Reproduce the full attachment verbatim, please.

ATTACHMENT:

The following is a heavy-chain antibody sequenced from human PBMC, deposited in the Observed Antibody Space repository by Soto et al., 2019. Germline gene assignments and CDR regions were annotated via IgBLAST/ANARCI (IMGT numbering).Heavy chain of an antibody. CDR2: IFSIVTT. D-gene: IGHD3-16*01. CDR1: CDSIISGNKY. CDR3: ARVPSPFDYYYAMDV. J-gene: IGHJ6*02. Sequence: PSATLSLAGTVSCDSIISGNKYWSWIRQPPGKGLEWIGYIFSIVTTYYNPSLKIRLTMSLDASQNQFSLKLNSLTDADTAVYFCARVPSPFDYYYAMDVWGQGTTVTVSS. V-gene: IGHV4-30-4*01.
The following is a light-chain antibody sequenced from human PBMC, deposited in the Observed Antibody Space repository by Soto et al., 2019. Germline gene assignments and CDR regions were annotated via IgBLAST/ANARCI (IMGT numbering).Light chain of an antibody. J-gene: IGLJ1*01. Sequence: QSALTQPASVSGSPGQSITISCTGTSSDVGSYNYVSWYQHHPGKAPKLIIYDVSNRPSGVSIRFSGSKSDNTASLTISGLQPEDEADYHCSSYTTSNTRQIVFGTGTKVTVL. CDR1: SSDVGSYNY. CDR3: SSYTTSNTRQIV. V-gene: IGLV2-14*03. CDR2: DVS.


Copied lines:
The following is a heavy-chain antibody sequenced from human PBMC, deposited in the Observed Antibody Space repository by Soto et al., 2019. Germline gene assignments and CDR regions were annotated via IgBLAST/ANARCI (IMGT numbering).Heavy chain of an antibody. CDR2: IFSIVTT. D-gene: IGHD3-16*01. CDR1: CDSIISGNKY. CDR3: ARVPSPFDYYYAMDV. J-gene: IGHJ6*02. Sequence: PSATLSLAGTVSCDSIISGNKYWSWIRQPPGKGLEWIGYIFSIVTTYYNPSLKIRLTMSLDASQNQFSLKLNSLTDADTAVYFCARVPSPFDYYYAMDVWGQGTTVTVSS. V-gene: IGHV4-30-4*01.
The following is a light-chain antibody sequenced from human PBMC, deposited in the Observed Antibody Space repository by Soto et al., 2019. Germline gene assignments and CDR regions were annotated via IgBLAST/ANARCI (IMGT numbering).Light chain of an antibody. J-gene: IGLJ1*01. Sequence: QSALTQPASVSGSPGQSITISCTGTSSDVGSYNYVSWYQHHPGKAPKLIIYDVSNRPSGVSIRFSGSKSDNTASLTISGLQPEDEADYHCSSYTTSNTRQIVFGTGTKVTVL. CDR1: SSDVGSYNY. CDR3: SSYTTSNTRQIV. V-gene: IGLV2-14*03. CDR2: DVS.